• Renewable Energy Production Tax Credit. Companies approved by the Florida Department of Agriculture and Consumer Services can save on taxes by producing renewable energy.
  • Rural Job Tax Credit. Businesses can offset their taxes by creating new jobs for rural employees in designated areas. 
  • Work Opportunity Tax Credit. Hiring individuals from target groups, such as military veterans or beneficiaries of certain public assistance, might make employers eligible for a tax credit.

Although C corporations get something of a “bad” reputation because of the double taxation (corporate income, then on distributions to shareholders), such a structure isn’t necessarily a bad thing. Indeed, one of the most valuable capital gains tax avoidance provisions is only available to C corporations.

How to Pay Florida Corporate Taxes

Florida corporations are required to file Form F-1120 each year to report their income, even if there are no taxes due. The filing due date varies depending on your corporation’s tax year. For example, the due date is October 1 for tax years ending June 30.

Your C Corp will also need to make estimated quarterly tax payments if you make more than $2,500 in corporate income tax each year. Estimated tax payments can be filed online with Form F-1120ES. If you underpay, you’ll incur a 12% penalty on your prior year’s taxes.

Estimated tax due dates vary depending on the tax year: 

  • Tax years ending June 30: Payments are due on the last day of the fourth month, the last day of the sixth month, the last day of the ninth month, and the last day of the tax year. 
  • Tax years not ending June 30: Payments are due on the last day of the fifth month, the last day of the sixth month, the last day of the ninth month, and the last day of the tax year. 

Federal Taxes on Florida Corporations

Similar to Florida, the IRS considers domestic LLCs as either sole proprietorships, partnerships, or corporations. Only corporations are required to file federal income taxes for their businesses. Partnerships and sole proprietorships will not be considered separate from their owners unless they elect corporation status by filing Form 8832.

Florida corporations have additional tax burdens at the federal level, such as:

  • Estimated Tax. The federal government requires corporations to pay taxes as they receive income during the year. If you or your employees do not have income tax withheld from your regular pay, you will likely have to make estimated tax payments each quarter. Chances are, you will have to pay quarterly estimated taxes.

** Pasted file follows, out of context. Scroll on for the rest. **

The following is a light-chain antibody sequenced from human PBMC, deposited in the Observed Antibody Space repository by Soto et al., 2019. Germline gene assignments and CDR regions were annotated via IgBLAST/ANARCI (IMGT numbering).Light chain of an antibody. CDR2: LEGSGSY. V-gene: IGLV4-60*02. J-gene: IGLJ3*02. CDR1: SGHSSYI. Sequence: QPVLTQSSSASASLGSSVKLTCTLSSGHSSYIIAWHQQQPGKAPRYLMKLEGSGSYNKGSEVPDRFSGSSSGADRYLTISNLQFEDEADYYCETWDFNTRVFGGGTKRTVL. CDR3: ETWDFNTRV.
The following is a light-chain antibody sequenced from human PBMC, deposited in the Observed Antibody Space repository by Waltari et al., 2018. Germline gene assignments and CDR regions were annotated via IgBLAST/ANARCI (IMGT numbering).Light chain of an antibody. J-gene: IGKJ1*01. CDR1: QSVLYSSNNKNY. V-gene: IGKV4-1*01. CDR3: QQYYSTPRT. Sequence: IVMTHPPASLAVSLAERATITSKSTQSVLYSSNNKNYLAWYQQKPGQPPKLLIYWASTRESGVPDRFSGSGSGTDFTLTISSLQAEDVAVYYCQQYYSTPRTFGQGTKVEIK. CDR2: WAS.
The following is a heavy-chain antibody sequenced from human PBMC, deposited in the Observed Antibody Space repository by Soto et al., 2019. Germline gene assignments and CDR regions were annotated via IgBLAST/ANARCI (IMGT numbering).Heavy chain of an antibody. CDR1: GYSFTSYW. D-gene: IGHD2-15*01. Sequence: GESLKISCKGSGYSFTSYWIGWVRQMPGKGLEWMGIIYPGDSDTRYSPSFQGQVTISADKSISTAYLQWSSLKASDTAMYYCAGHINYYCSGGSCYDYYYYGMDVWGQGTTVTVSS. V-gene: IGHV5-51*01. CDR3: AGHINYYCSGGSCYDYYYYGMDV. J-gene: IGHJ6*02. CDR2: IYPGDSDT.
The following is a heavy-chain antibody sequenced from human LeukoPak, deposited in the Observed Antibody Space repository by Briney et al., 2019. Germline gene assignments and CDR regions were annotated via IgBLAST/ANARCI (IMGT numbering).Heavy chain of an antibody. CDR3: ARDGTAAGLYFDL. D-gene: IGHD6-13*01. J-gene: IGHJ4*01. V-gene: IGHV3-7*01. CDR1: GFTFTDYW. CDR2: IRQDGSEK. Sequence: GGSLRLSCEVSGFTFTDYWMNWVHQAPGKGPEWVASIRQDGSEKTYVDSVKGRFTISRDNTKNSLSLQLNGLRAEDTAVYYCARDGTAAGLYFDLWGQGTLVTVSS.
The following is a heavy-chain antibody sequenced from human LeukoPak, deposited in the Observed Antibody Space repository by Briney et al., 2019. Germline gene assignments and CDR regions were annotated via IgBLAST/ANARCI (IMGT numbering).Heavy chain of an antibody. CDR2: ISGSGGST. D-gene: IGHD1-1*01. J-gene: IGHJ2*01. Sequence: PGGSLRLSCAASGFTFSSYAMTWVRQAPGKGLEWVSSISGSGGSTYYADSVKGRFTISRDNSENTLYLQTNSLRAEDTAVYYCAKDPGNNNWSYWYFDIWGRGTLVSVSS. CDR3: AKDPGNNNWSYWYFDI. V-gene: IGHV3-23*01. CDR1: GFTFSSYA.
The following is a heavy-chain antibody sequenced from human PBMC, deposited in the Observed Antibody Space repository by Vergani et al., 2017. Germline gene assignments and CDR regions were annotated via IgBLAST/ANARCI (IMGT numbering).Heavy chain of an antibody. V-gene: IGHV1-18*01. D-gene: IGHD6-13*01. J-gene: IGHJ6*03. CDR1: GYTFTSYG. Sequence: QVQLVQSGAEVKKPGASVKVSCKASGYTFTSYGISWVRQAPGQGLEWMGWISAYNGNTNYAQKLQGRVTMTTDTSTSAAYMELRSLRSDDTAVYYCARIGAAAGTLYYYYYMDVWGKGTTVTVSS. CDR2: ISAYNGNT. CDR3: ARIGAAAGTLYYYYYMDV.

• Self-Employment Tax. If you own your own business and earn more than $400 per year, you will likely have to pay self-employment taxes. These taxes are collected to pay for your Social Security and Medicare coverage after retirement. Self-employment tax is 15.3% of your earnings. It’s a sizeable bite for which you should weigh the pro/con of electing S Corp status
  • Employment Taxes. If your business has employees, you are liable for the costs of their federal income tax withholding, unemployment tax, and Social Security and Medicare taxes.
  • Excise Tax. You may have to pay excise taxes depending on the nature and specifics of your business operations. For example, ground transportation companies may need to file Form 720 to pay fuel and environmental taxes as well as Form 2290 to pay federal excise taxes on vehicles weighing 55,000 pounds or more.

Other Kinds of State Taxes for Florida Small Businesses

While regular LLCs may not have to pay taxes on income, business owners may be subject to other taxes in the state of Florida. These could include: 

  • Sales and use tax. Florida requires some businesses to pay sales tax (collected from the purchaser at sale) and use tax (paid at use if sales tax wasn’t collected at purchase). Sales and use tax are reported on Form DR-15 and may be paid annually, quarterly, or monthly, depending on the amount of earnings. 
  • Reemployment tax. If you hire employees for your Florida small business, you’ll need to pay reemployment tax. This tax is collected by the Florida Department of Revenue and contributes to the Unemployment Compensation Trust Fund, which provides reemployment assistance and benefits to eligible workers. To fulfill your obligations, you must file Form RT-6 by the end of each month following the close of the quarter, even if you didn’t have any employees or wages to report during that period
  • Excise tax. Certain luxury items like cigarettes, vehicles, gas, cell phones, and alcohol incur excise taxes in Florida.
  • Multistate taxes. If your business operates outside of Florida, you or your employees may be subject to other state’s tax laws.

Let Us Take the Stress Out of Filing Business Taxes in Florida 

Whether you’re an owner, investor, or operator of a small business, we can guide you through filing taxes for your small business. We can find qualified tax deductions, create tax strategies and planning for the future, and ensure that your company documents are in line with your goals. If you have any questions, email us at today or schedule a 15-minute call.